Teplokhod-class motor minelayer

The Teplokhod class motor minelayer was constructed as inshore motor minelayers intended for laying ground controlled shallow water minefields. Their small size and ability to maneuver in shallow waters made them suited for this task however those same features made it dangerous to operate these ships in open sea.[3]

Class overview
Name: Pukkio class
Builders: Valtion venetelakka, Helsinki, Finland
Operators: Imperial Russian Navy, Finnish Navy, Estonian Navy, Soviet Navy
Built: 1914-1916
In commission: 1914-1952 (?)
Completed: 10[1]
Lost: 2
Retired: 8
General characteristics
Type: Minelayer
Displacement: 60-80 tons
Length: 20.3-28.0 m
Beam: 4.5-5.7 m
Draught: 1.2-1.5 m
Propulsion: 80 hp (60 kW)
Speed: 9 knots (17 km/h)
Complement: 6


  • 1 x 47 mm
  • 80 mines[1]

In Finnish use:

  • 1 x 20 mm or 1 x machine gun
  • 30-45 mines[2]


Finnish Navy

Finnish Navy operated five ships of this class, Pommi, Miina, Loimu, Lieska and Paukku. They had been left into Finland when Russians withdrew in 1918. It took until 1920 to get them refitted for service. During the Winter War they laid between 1 December and 6 December 1939 total of 352 mines to 12 different minefields.[3] The ships continued to serve in Continuation War in both minelaying as well as in transport roles.

Name Previous Name Commissioned Fate
Loimu T-21 1920-1960s (?) Stricken from the lists. In civilian use at least until 1990.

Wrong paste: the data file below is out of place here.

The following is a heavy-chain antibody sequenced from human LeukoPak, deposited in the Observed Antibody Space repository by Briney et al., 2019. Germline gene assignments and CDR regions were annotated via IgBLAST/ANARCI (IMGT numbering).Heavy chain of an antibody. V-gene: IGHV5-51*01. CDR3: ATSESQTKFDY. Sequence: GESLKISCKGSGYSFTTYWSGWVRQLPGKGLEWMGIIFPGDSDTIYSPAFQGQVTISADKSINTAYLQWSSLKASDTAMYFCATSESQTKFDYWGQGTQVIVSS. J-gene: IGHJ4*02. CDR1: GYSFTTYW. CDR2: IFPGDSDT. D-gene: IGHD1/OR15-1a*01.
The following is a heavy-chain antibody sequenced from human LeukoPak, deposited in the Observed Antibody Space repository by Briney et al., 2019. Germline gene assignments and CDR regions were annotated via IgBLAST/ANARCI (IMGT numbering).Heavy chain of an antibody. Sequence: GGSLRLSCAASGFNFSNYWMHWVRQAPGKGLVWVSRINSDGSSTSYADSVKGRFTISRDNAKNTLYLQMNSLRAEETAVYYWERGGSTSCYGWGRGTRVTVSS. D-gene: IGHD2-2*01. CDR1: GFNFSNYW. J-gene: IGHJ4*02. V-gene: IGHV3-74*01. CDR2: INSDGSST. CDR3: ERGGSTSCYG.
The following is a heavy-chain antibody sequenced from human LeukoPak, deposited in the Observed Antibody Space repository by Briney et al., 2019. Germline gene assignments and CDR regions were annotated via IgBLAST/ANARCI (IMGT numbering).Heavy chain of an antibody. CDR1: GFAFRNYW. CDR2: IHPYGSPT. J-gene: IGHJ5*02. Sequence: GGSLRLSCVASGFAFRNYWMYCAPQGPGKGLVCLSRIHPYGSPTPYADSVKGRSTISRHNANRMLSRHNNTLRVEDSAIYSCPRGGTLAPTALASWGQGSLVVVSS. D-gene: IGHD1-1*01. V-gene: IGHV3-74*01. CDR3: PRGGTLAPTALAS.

Lieska T-16 1920-1950s Stricken from the lists.
Paukku T-15 1920-1941 Foundered on November 1941
Pommi M-7 1920-1950s Stricken from the lists.
Miina T-17 1920-1952 Stricken from the lists.

While transporting troops and supplied to Beryozovye Islands Finnish ship of the class Paukku foundered during a storm on 13/14 November 1941.[2][3]

Estonian Navy

Estonian Navy operated several ships of this class, some of which were taken over by Soviet forces in 1940.

Soviet Navy

Soviet forces commissioned at least two ships of the class in 1940 for various tasks. One of the ships of this class was scuttled 27 August 1941.


  1. Gardiner, Robert, ed. (1985). Conway's All the World's Fighting Ships 1906-1921. London, England: Conway Maritime Press Ltd. p. 321. ISBN 0-85177-245-5.
  2. Kijanen, Kalervo (1968). "Erikoistietoja Suomen Laivastovoimien Aluksista" [Special information on the Ships of the Finnish Navy]. Suomen Laivasto 1918–1968, II [Finnish Navy 1918–1968, part II] (in Finnish). Helsinki, Finland: Meriupseeriyhdistys/Otavan Kirjapaino.
  3. Auvinen, Visa (1983). Leijonalippu merellä [Lion flag at sea] (in Finnish). Pori, Finland: Satakunnan Kirjapaino Oy. pp. 36–37. ISBN 951-95781-1-0.
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